In my last blog I looked briefly at how much influence you can have on the children in your life that are not your children, ie grandchildren, nieces and nephews. How much influence can you have on their behaviour, attitudes, diet, values? This is such a delicate, complicated area. It is also difficult if you have separated from your partner and now share custody of children. There is plenty of scope for conflict on how children are being bought up. Okay, I’m going to start off by saying, keep in mind that you are not 100 per cent perfect. When we see parents making mistakes with a child, it’s easy to jump in and tell them how they should be doing it, but we have all made mistakes in our parenting, and frequently we are blind to that, however our own children are not blind to our mistakes. They are very aware where we went wrong, so even advice given with the best intentions to your adult children can be heard as criticism. When you give advice, your adult child may be prompted to think of when you failed as a parent, and feel that you are not in a position to be giving advice. Always be mindful of that.
Next, remember that times have changed. Yes, I still believe in many old-fashioned values like teaching children a sense of responsibility, honour and self-respect. I believe in discipline, but parents today are much more mindful about their children’s emotional wellbeing then parents were in the past. This is not a bad thing. Children today live with social media, which can be very damaging and can hurt self-esteem, especially if a child is bullied online. Many studies have shown that children today are much more vulnerable to anxiety and depression because of the pressures of social media and media. Parents today might be more reluctant to discipline or be strict with children because they are concerned about their child’s mental health given there are so many new external pressures. I want you to also keep this in mind whenever you have contact with other people’s children, whether they are your grandchildren, other relatives or just the children of friends and neighbours.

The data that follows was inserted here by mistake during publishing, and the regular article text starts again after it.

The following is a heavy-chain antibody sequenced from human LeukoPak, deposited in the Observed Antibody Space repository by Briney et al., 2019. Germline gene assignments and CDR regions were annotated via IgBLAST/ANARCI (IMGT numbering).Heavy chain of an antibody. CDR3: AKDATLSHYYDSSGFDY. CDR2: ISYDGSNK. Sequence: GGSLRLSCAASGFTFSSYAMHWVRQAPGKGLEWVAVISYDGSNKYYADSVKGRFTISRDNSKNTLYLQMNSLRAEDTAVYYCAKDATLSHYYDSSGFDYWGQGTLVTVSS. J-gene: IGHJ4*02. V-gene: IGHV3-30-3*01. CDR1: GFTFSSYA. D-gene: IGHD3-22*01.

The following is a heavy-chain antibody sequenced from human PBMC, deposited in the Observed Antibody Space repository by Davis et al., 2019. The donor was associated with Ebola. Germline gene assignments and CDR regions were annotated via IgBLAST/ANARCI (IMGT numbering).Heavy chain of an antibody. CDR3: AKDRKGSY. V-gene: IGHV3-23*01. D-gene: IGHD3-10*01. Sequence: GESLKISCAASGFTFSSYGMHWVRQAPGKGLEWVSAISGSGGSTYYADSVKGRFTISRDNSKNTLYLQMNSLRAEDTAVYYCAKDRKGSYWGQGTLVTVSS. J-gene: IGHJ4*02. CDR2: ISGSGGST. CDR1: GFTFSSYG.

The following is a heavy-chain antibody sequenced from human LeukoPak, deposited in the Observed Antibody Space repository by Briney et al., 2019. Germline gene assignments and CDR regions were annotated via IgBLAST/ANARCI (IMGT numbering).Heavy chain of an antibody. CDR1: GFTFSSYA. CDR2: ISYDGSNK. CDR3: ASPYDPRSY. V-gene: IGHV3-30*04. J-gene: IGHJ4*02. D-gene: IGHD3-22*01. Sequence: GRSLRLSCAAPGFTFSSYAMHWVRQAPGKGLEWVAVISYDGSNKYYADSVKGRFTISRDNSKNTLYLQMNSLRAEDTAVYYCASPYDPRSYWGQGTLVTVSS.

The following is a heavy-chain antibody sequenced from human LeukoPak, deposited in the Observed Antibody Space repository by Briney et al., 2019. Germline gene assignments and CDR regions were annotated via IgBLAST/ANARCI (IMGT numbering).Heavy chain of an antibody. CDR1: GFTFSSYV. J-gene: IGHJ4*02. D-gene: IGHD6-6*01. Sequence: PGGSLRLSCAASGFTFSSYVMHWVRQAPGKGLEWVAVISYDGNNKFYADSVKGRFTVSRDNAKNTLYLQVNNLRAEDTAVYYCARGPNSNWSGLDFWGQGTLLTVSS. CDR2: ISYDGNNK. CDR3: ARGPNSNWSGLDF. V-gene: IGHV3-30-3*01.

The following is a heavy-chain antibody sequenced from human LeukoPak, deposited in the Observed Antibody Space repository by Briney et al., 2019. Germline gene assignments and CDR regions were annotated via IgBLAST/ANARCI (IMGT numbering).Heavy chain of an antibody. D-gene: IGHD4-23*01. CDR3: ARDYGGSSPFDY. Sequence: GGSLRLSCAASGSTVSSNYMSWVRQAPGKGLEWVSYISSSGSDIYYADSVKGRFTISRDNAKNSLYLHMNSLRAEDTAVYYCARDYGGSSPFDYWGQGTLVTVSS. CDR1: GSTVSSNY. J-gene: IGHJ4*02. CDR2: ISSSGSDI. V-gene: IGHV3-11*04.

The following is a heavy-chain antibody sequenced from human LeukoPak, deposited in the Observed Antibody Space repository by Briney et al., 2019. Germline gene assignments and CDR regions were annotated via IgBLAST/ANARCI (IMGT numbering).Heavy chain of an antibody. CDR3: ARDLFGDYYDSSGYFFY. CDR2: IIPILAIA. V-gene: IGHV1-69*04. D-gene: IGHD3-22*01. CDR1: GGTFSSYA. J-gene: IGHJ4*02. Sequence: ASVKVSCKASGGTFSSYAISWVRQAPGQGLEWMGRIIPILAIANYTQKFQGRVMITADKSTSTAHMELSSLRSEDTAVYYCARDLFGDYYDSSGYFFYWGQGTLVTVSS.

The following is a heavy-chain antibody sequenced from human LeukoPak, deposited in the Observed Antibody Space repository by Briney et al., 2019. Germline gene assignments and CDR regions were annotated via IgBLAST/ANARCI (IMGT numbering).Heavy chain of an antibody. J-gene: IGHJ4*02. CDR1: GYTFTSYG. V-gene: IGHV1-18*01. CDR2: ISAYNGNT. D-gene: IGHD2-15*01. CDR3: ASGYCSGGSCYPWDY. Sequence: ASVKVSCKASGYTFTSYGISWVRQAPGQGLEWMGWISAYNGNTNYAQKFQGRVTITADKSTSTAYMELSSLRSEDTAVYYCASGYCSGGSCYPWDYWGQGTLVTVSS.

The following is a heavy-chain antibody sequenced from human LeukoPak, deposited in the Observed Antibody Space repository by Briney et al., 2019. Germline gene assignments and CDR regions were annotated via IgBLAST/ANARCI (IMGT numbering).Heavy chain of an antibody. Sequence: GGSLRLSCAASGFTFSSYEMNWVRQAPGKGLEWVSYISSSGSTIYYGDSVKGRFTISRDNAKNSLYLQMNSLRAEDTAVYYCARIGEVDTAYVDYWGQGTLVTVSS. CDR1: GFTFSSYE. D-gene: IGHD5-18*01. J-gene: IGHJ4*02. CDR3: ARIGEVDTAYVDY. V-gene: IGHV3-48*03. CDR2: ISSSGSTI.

Finally, remember that today’s parents are under their own unique pressures. Look at the price of houses, many young families are saddled with enormous mortgages and are under a huge financial strain. Parents who are stressed often struggle to parent well, and need love and support. Are you in a position to offer that? Here are some tips on how to support parents with children. I will continue with these tips on my next blog.
Tips for supporting young families
The role of grandparents or even surrogate grandparents (like friends and neighbours) is to make life easier for the parents. In turn, parents should be grateful and show you respect and honour and make you feel wanted. But we know it doesn’t always feel like that.
1. Parents and grandparents need to have good will
Grandparents can have very real concerns about the way children are being raised but when they try to improve the situation, conflict can occur. Often parents don’t consider the feelings of grandparents and instead think the grandparents are interfering and intruding.
Parents and grandparents need to remember that everyone wants to be the best and are acting with only the best intentions. Sometimes grandparents need to say this. They need to tell their adult children that they love them, and they are doing a fantastic job parenting and caring for their children. Be very careful offering advice.